Juke joint locations aren’t the only things Junior dishes out. He also gives you tips on how to camp around Mississippi on the cheap while travelling from juke joint to juke joint. He provides good southern recipes for stick to your ribs home cooking. Suggestions for side trips like great out of the way eateries and grave markers of the blues greats. Oh yes- and Junior spins a pretty good yarn also. There are stories of honkey tonk shoot ups ,living at a brothel and weekends spent under T-Model Ford’s shade tree.

The design and look of the site is rudimentary at best-but don’t let that fool you. This site has been honoured various times, most notably named "Most Entertaining Online Ethnography” by the Smithsonian Institution, National Anthropological Archives.

The deeper you delve into the Juke Joint the richer the material gets. Junior is definitely a character- a true original. It goes to demonstrate that sometimes the fans of blues are as much a national treasure as the musicians themselves.
"If you're in one of these places and you notice a tall white guy with a gray ponytail, that's probably me. Buy me a beer for directing you to such an awesome place." - John L. Doughty Jr.

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Bookmarking the Blues

Finding online materials on popular music figures is a pretty easy task. Google “Madonna”- and you’ll be awash in a sea of images and videos of the vacuous one, faster then you can say “pointy coned-shaped brassiere”. When you’re a Blues fan however, the search can be a little more daunting.

I came across a website a little while back that was an absolute bonanza for any Blues fan, especially those interested in the history and origins of the music. The site is called Folkstreams: The Best of American Folklore Films. As stated in Folkstreams’ Mission, it’s goals are simple, “One is to build a national preserve of hard-to-find documentary films about American folk or roots cultures. The other is to give them renewed life by streaming them on the internet.” Mission accomplished as far as I’m concerned.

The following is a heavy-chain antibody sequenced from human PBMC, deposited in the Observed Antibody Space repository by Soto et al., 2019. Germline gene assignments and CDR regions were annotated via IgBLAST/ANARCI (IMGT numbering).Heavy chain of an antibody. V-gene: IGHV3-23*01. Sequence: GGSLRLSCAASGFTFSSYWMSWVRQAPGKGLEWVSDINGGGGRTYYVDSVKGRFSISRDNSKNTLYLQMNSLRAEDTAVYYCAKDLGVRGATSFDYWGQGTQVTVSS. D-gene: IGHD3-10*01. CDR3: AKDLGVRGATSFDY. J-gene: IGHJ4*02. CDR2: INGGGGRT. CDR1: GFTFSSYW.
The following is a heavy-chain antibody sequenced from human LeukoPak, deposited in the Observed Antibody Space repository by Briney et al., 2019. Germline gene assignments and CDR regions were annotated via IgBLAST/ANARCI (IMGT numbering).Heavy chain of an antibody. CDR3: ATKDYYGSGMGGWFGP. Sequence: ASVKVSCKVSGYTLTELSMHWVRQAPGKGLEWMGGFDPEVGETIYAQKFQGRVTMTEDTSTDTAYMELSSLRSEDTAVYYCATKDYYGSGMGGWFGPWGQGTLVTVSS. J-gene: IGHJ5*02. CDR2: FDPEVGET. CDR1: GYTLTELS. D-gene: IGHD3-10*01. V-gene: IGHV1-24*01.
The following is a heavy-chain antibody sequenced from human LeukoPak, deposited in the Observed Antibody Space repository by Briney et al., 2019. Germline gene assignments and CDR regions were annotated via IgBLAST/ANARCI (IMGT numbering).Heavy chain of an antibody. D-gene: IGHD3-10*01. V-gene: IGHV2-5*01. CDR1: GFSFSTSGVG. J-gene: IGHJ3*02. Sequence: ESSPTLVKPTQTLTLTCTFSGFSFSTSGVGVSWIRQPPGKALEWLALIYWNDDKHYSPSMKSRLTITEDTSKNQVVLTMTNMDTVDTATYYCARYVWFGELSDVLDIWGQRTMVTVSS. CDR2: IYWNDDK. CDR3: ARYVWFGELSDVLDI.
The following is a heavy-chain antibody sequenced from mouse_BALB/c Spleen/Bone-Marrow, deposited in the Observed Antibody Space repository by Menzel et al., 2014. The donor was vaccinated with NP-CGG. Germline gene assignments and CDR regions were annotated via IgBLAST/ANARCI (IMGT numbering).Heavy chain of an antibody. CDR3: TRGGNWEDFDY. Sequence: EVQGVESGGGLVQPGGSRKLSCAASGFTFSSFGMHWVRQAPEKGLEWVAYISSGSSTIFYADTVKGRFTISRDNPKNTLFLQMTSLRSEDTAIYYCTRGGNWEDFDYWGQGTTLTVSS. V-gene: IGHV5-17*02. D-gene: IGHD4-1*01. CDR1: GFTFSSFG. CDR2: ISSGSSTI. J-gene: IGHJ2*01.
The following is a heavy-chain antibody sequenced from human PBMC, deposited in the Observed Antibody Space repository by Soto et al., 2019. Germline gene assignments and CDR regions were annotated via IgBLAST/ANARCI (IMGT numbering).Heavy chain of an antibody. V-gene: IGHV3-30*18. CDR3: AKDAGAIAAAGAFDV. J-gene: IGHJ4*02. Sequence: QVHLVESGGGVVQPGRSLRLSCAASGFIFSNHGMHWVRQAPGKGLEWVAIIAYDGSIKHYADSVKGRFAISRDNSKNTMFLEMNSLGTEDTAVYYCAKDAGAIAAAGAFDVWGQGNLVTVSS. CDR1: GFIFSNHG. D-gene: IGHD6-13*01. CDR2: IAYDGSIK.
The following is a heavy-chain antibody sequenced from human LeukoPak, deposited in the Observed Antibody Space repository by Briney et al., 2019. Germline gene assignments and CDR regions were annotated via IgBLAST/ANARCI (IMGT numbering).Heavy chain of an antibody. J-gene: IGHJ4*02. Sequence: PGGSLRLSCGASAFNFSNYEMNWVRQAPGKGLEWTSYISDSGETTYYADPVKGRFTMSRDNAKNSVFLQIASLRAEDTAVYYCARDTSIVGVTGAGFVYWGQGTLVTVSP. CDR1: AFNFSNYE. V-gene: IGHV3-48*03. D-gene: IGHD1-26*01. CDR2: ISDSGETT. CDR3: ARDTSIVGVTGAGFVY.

One of my favourite films is called “Born For Hard Luck: Peg Leg Sam Jackson”. This film was shot in 1976 by Tom Davenport, and tells the story of the one legged harmonica player residing in South Carolina. How hard is his luck really? Well Sam states that "If it were raining soup at this very minute, everyone would have a spoon. Why I’d have a fork.”
In his younger days, like many Bluesmen of the day, he hobo-ed across the U.S. on freight trains. He did everything from street busking, travelling with medicine shows selling snake oil, to working as a deck hand when caught as a stowaway on a boat headed for Cuba.

Oh yes- and he can blow the harp and sing the blues! I searched his name to see if he ever got into the studio and was pleasantly surprised to see he had. Apparently, Sam hit the studio with Louisiana Red around the same time the film was made. The recording was released by Labor Records and titled “Early in the Morning”. I listened to some song previews and it sounds great-both in the performance and quality of the recording. I’ll have to put that on “the list”.

Another gem is a short film called “Cigarette Blues” that features a live performance of Cigarette Blues by one of my all time favourites Sonny Rhodes and the Texas Twisters. I saw him a couple years ago and swear he wore the same salmon coloured suit. Sonny is always looking sharp!

The list goes on and on! There’s “Deep Ellum Blues” about a Dallas neighbourhood long since destroyed by the construction of an expressway. It was a Blues Mecca frequented by the likes of Blind Lemon Jefferson, Blind Willie Johnson, Leadbelly, and even the notorious Bonnie and Clyde. It was a place where musicians black and white would get together after hours and jam all night long.